I also understand that the nature of this piece may upset these well-armed folks, so I’m going to throw out the disclaimer that this has nothing to do with them. Yet it has everything to do with an association some of them belong to, so please don’t introduce me to the business end of your birdshot-hucking beauties.
Loose lips sink spaceships
A bit of backstory: I've been playing a crapton of “Sins of a Solar Empire,” and one of my favorite pastimes is giving my ships incredibly dumb names. Normally this would be the end of it. But my imagination decided to wander off with my keyboard, so instead of me telling you about why this game is real-time, slow-burn strategy gold, I'm going to share a short tale of those unfortunate enough to be stuck serving on one of my ill-named behemoth capital ships.
Opening the Valve on a legitimate free-to-play game
To my left and right, I see hats. Hats everywhere. The gentlemen standing by my side are supposedly ready to make war, but it’s terribly hard to tell that from the various shades of bags, alien monsters, goggles and baseball caps adoring their noggins. In all honesty, this is what draws me to “Team Fortress 2.” This lighter take on warfare, set sometime in the ‘50s, is still boasting a huge following despite releasing as a part of the Orange Box almost five years ago. Why’s that, you ask? Last June, Valve released it to the public as a free-to-play game.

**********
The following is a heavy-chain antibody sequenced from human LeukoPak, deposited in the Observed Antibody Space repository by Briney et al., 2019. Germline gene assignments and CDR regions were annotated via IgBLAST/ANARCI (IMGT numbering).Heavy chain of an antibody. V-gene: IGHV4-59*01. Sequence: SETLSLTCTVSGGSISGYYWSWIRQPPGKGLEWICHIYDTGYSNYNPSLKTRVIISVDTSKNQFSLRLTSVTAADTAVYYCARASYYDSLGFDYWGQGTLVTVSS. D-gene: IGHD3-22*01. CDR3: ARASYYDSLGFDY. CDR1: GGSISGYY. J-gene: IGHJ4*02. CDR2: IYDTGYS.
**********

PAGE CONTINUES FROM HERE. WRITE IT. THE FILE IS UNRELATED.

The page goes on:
For the vast majority of hardcore gamers, free-to-play is seen as an incredibly dirty term. Any game that either adopts the model from the start or uses it later on in its lifespan is immediately considered a failure and is generally avoided like the plague. Most of this is based on the stigma that most free-to-play games generally have a pay-to-win philosophy: player doesn’t do as well as other players, player buys an uber gun for a fair price, and said player ends up topping the scoreboards with the blood money-bought gun. Another issue that can crop up is charging an exorbitant amount for new content, constricting the non-paying players to a few basic maps or character classes. Either way, free-to-play has left a bad taste in the mouths of gamers that truly want to earn their success. To them, paying for better weapons is trading skill gained over the course of committing yourself to a game for money. You’re purchasing hard-fought victories instead of dedicating the time and energy necessary to attain them normally.